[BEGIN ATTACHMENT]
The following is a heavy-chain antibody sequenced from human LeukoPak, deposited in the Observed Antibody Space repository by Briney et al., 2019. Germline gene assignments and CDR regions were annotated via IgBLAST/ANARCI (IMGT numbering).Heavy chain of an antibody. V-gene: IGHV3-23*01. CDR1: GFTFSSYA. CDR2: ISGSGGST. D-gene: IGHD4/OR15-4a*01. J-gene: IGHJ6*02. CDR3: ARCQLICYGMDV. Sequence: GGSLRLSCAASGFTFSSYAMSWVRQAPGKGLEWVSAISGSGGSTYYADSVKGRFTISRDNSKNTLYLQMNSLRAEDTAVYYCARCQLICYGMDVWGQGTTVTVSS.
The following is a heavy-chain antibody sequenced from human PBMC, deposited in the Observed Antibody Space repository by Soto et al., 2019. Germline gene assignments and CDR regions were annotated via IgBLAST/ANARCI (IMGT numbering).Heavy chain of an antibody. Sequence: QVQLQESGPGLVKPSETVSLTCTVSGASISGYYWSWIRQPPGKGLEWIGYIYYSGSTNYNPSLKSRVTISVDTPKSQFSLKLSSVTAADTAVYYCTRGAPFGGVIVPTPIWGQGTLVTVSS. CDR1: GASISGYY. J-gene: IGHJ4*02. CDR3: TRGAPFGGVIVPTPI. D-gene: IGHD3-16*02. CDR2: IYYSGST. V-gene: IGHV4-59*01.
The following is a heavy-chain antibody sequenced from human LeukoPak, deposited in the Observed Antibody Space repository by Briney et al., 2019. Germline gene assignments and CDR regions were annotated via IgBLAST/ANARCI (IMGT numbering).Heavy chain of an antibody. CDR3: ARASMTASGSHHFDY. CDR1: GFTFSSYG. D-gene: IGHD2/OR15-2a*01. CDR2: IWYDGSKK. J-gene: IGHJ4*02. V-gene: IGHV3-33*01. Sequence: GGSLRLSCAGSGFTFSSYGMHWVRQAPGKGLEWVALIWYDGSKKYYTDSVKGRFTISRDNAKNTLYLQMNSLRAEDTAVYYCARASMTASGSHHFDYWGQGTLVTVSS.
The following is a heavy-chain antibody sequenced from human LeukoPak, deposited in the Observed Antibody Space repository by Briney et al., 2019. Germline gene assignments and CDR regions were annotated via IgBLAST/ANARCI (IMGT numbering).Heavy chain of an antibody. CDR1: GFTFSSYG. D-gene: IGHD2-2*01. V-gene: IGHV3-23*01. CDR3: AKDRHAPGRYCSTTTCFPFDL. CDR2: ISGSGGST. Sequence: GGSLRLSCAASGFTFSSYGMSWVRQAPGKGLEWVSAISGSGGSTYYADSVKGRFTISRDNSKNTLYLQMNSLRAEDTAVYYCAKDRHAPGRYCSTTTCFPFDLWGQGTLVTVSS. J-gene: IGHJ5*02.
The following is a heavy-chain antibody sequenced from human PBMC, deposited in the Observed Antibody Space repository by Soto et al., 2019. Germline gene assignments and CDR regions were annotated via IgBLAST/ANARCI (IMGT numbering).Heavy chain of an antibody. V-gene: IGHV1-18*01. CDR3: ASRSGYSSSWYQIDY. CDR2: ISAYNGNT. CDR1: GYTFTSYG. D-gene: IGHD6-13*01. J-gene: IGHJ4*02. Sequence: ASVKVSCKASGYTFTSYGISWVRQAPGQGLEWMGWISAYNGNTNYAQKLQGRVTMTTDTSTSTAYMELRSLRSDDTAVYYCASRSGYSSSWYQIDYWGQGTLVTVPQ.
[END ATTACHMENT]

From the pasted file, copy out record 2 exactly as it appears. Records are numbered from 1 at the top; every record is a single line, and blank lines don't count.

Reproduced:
The following is a heavy-chain antibody sequenced from human PBMC, deposited in the Observed Antibody Space repository by Soto et al., 2019. Germline gene assignments and CDR regions were annotated via IgBLAST/ANARCI (IMGT numbering).Heavy chain of an antibody. Sequence: QVQLQESGPGLVKPSETVSLTCTVSGASISGYYWSWIRQPPGKGLEWIGYIYYSGSTNYNPSLKSRVTISVDTPKSQFSLKLSSVTAADTAVYYCTRGAPFGGVIVPTPIWGQGTLVTVSS. CDR1: GASISGYY. J-gene: IGHJ4*02. CDR3: TRGAPFGGVIVPTPI. D-gene: IGHD3-16*02. CDR2: IYYSGST. V-gene: IGHV4-59*01.